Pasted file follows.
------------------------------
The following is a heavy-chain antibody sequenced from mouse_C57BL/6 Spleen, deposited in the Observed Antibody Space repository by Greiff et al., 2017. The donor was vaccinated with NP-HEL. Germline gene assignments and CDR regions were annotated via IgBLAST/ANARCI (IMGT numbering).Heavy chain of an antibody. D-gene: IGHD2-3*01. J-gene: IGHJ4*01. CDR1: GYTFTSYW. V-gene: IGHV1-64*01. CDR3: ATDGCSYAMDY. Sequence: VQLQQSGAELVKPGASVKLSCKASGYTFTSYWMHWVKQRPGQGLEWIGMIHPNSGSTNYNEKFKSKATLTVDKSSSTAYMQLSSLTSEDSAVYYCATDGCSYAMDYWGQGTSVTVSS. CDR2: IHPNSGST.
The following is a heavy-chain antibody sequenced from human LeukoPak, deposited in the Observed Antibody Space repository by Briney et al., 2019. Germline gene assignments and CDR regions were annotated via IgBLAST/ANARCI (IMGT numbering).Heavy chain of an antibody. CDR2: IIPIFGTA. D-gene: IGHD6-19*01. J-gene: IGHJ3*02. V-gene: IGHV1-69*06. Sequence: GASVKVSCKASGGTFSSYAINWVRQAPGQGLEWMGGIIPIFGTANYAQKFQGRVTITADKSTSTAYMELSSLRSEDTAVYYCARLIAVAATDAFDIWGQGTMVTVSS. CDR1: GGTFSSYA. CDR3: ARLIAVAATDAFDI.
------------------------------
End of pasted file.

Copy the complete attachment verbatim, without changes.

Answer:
The following is a heavy-chain antibody sequenced from mouse_C57BL/6 Spleen, deposited in the Observed Antibody Space repository by Greiff et al., 2017. The donor was vaccinated with NP-HEL. Germline gene assignments and CDR regions were annotated via IgBLAST/ANARCI (IMGT numbering).Heavy chain of an antibody. D-gene: IGHD2-3*01. J-gene: IGHJ4*01. CDR1: GYTFTSYW. V-gene: IGHV1-64*01. CDR3: ATDGCSYAMDY. Sequence: VQLQQSGAELVKPGASVKLSCKASGYTFTSYWMHWVKQRPGQGLEWIGMIHPNSGSTNYNEKFKSKATLTVDKSSSTAYMQLSSLTSEDSAVYYCATDGCSYAMDYWGQGTSVTVSS. CDR2: IHPNSGST.
The following is a heavy-chain antibody sequenced from human LeukoPak, deposited in the Observed Antibody Space repository by Briney et al., 2019. Germline gene assignments and CDR regions were annotated via IgBLAST/ANARCI (IMGT numbering).Heavy chain of an antibody. CDR2: IIPIFGTA. D-gene: IGHD6-19*01. J-gene: IGHJ3*02. V-gene: IGHV1-69*06. Sequence: GASVKVSCKASGGTFSSYAINWVRQAPGQGLEWMGGIIPIFGTANYAQKFQGRVTITADKSTSTAYMELSSLRSEDTAVYYCARLIAVAATDAFDIWGQGTMVTVSS. CDR1: GGTFSSYA. CDR3: ARLIAVAATDAFDI.